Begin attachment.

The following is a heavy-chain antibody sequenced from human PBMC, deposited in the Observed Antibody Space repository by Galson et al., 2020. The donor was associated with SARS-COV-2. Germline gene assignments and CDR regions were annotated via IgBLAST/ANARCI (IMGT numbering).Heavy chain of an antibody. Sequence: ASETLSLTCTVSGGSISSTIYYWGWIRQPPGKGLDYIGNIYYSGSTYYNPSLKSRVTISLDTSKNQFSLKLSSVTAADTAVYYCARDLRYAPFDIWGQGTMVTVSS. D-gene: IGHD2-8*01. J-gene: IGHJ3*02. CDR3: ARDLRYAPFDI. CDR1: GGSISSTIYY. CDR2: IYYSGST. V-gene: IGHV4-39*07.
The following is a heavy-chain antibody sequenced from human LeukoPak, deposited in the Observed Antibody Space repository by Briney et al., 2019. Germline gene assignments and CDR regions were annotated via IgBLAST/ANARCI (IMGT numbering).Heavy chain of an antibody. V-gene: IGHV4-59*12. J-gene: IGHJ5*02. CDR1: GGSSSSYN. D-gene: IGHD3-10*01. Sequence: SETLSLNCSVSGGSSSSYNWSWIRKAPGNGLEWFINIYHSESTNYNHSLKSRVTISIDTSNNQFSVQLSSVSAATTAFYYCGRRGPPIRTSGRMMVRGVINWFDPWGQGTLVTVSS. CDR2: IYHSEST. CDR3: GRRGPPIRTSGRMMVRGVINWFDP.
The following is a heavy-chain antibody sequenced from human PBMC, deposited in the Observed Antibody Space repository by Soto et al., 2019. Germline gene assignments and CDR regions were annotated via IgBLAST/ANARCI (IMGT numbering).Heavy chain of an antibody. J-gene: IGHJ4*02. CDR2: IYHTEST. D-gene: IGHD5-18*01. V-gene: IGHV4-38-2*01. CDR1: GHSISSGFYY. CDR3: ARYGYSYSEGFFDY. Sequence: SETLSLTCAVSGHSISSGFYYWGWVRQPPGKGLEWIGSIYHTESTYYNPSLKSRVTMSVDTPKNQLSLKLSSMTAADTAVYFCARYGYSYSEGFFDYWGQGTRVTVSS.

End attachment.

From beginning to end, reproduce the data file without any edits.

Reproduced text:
The following is a heavy-chain antibody sequenced from human PBMC, deposited in the Observed Antibody Space repository by Galson et al., 2020. The donor was associated with SARS-COV-2. Germline gene assignments and CDR regions were annotated via IgBLAST/ANARCI (IMGT numbering).Heavy chain of an antibody. Sequence: ASETLSLTCTVSGGSISSTIYYWGWIRQPPGKGLDYIGNIYYSGSTYYNPSLKSRVTISLDTSKNQFSLKLSSVTAADTAVYYCARDLRYAPFDIWGQGTMVTVSS. D-gene: IGHD2-8*01. J-gene: IGHJ3*02. CDR3: ARDLRYAPFDI. CDR1: GGSISSTIYY. CDR2: IYYSGST. V-gene: IGHV4-39*07.
The following is a heavy-chain antibody sequenced from human LeukoPak, deposited in the Observed Antibody Space repository by Briney et al., 2019. Germline gene assignments and CDR regions were annotated via IgBLAST/ANARCI (IMGT numbering).Heavy chain of an antibody. V-gene: IGHV4-59*12. J-gene: IGHJ5*02. CDR1: GGSSSSYN. D-gene: IGHD3-10*01. Sequence: SETLSLNCSVSGGSSSSYNWSWIRKAPGNGLEWFINIYHSESTNYNHSLKSRVTISIDTSNNQFSVQLSSVSAATTAFYYCGRRGPPIRTSGRMMVRGVINWFDPWGQGTLVTVSS. CDR2: IYHSEST. CDR3: GRRGPPIRTSGRMMVRGVINWFDP.
The following is a heavy-chain antibody sequenced from human PBMC, deposited in the Observed Antibody Space repository by Soto et al., 2019. Germline gene assignments and CDR regions were annotated via IgBLAST/ANARCI (IMGT numbering).Heavy chain of an antibody. J-gene: IGHJ4*02. CDR2: IYHTEST. D-gene: IGHD5-18*01. V-gene: IGHV4-38-2*01. CDR1: GHSISSGFYY. CDR3: ARYGYSYSEGFFDY. Sequence: SETLSLTCAVSGHSISSGFYYWGWVRQPPGKGLEWIGSIYHTESTYYNPSLKSRVTMSVDTPKNQLSLKLSSMTAADTAVYFCARYGYSYSEGFFDYWGQGTRVTVSS.